You should never meet your hero, but Seve Ballesteros was an exception

Seve Ballesteros
Reuters
Seve Ballesteros in 2001.

Meeting your heroes is almost always a disappointment. It's not their fault; it's ours. How can they possibly ever live up to the expectations we mortals have of them as gods in the sporting arena? Better to worship from afar and imagine them as perfect. But there are exceptions. America has Arnold Palmer. Europe had Seve Ballesteros.

The last time I spoke to Seve was at the 2006 British Open at Hoylake. On the eve of the championship, as the clubhouse was bathed in a glorious sunset, Seve was the only player on the practice green, putting with two of his sons. It was a fabulous private family moment — witnessed by half a dozen of us loitering around the edge of the green, and more than a 100 people drinking inside the clubhouse and craning their necks for a view through the windows.

"I wanted my boys to get a sense of what the Open is all about," Seve told me. His eldest son caddied for his first two rounds before the inevitable missed cut. "I don't know if I'll be back again next year," he said. "We'll have to wait and see."

The first time I visited Seve at his tumbleweed home village of Pedrena (pop: 1,500) on a peninsula in northeastern Spain was in the late 1990s. We had lunch at the golf club where he grew up caddying and dreaming of far away glory. The clubhouse manager had known Seve all his life. "I have watched him grow up," he said. "He is much the same now as he ever was."

Seve showed me the spot where he used to climb over the fence to play at the back of the course in the twilight hours. As a caddie he was not allowed to play during the day. He showed me how he used to step on the wayward golf balls of tourists in the rough and go back to steal them later.

As we walked the course, Seve recognized two elderly ladies on the first tee and went over to greet them. He then turned to me and said, "Let's play nine holes." He rustled up a half-set of clubs and off we went; my heart pumping like a steam hammer, arms and legs recently dipped in gelatin. I was aiming for fairways; Seve was seemingly aiming for France. He kept stopping to offer short-game tips. The sort of skills that would no doubt one day come in handy at the member guest. Like how to chop flop shots out of greenside rough. With a 3-iron! How to execute the perfect splash shot from a bunker. With a 3-iron! He mocked my hopelessness and cheered when I finally put clubface to ball. He peppered the pin for fun. I marveled at his madness and genius.

The last time I saw Seve in Pedrena was in 2002. Again he hosted lunch at the golf club. But then he got the notion that he wanted to give the photographer and me the grand tour. He cajoled a friend at the club to be our taxi driver, and the four of us bundled into a dirty, rusty Peugeot and headed down the hill to the village.

We stopped outside the humble cottage where Seve grew up. "The cows lived in a shed on the first floor and heated the rooms upstairs." He took us to the beach where his legend began, armed with just a 3-iron and an imagination that knew no boundaries. His pal double-parked the Peugeot almost on the beach. A police patrol car spotted us and began to approach. Seve leapt out of the Peugeot's passenger seat and waved at the police officers. They waved back. Crisis over. World superstar — and local hero. Seve picked up a twig and tied a paper handkerchief around it to make a flag in the sand just the way he used to when he was a child. He even posed for a re-enactment of that half-punch salute from the 18th green at St. Andrews in 1984, when he won the British Open with such unbridled joy. It was the image that became the logo for his company. He must have gone through this routine dozens of times for reporters over the years, yet he embraced it with such enthusiasm and energy. He made us feel we were the first to ever ask.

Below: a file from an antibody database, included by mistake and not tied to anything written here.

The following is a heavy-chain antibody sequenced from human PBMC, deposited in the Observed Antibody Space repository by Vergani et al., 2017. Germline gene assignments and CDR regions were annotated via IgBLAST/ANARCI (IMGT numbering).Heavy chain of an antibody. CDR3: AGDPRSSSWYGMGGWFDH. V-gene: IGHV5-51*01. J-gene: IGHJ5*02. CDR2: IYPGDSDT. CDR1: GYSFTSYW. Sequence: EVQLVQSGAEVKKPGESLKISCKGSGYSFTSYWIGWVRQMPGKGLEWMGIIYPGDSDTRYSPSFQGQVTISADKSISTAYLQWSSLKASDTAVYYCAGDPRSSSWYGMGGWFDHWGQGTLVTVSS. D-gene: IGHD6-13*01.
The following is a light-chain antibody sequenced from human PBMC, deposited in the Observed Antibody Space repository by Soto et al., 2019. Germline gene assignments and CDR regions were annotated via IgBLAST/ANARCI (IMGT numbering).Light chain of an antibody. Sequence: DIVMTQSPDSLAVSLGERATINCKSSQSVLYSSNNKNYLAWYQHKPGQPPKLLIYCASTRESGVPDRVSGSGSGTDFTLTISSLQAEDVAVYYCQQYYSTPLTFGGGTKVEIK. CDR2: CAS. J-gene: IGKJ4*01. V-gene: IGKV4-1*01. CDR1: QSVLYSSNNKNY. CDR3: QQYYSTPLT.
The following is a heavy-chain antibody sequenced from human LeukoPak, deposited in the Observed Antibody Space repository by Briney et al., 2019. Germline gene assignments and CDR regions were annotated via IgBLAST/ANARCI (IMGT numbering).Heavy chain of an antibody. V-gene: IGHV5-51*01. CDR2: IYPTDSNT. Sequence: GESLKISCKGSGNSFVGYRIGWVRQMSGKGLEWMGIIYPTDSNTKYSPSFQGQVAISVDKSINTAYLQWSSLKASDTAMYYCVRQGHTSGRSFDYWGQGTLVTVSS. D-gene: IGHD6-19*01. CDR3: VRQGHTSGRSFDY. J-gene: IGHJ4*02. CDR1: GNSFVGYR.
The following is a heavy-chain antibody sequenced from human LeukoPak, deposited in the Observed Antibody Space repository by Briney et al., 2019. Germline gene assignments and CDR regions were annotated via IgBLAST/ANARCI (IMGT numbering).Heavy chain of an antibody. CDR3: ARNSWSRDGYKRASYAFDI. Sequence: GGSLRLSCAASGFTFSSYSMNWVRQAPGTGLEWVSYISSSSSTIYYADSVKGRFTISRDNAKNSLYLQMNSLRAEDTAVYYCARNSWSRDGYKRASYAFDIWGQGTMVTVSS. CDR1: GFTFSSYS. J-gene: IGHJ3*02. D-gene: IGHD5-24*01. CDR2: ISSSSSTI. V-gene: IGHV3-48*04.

Seve remained proud of his Pedrena roots. He never forgot where he came from. The riches that were the rewards for his success meant he was able to live in the Big House on the Hill, but he left his ego on tour. Many of his childhood friends still live and work in the area as fishermen, farmers, factory workers and caddies. "I still socialize with everyone, eat in the restaurants, and go to the same bars I've always been to," he said. "We just talk about golf and football. They don't see me as higher than them. They treat me like they always have. This is my home. This is where I was born, the beach where I used to practice. All my friends are here. People are not jealous. Okay, I have the big house but I live modestly. I don't have a Ferrari or a jet."

The first thing you noticed about Seve was that blinding and disarming smile that burst forth from those dazzling perfect white teeth, and then those deep-set brown eyes that in his 1980s pomp made teenage girls scream. Men wanted to be him; women want to be with him. Even in his 50s, Seve was still achingly handsome, that thick, coal-black mop of hair now tinted with nature's gray highlights.

Seve never had an entourage of sycophants traipsing after him or bodyguards rushing him to exits and keeping the public at arm's length. Seve had time for everyone and anyone. He was a working class hero who was just as comfortable in the company of kings and golf fans. He was a sporting god who never lost his common touch.

Nobody, of course, is perfect. Seve could be feisty, confrontational, intimidating, bad-tempered and moody, but he never bore grudges. He was joyous, charming, charismatic, witty, approachable, and boy, he was cool. His aura simply oozed sex appeal. He was Elvis in slacks and that navy-blue Sunday sweater. It was a privilege to be around him. Seve made it easy.

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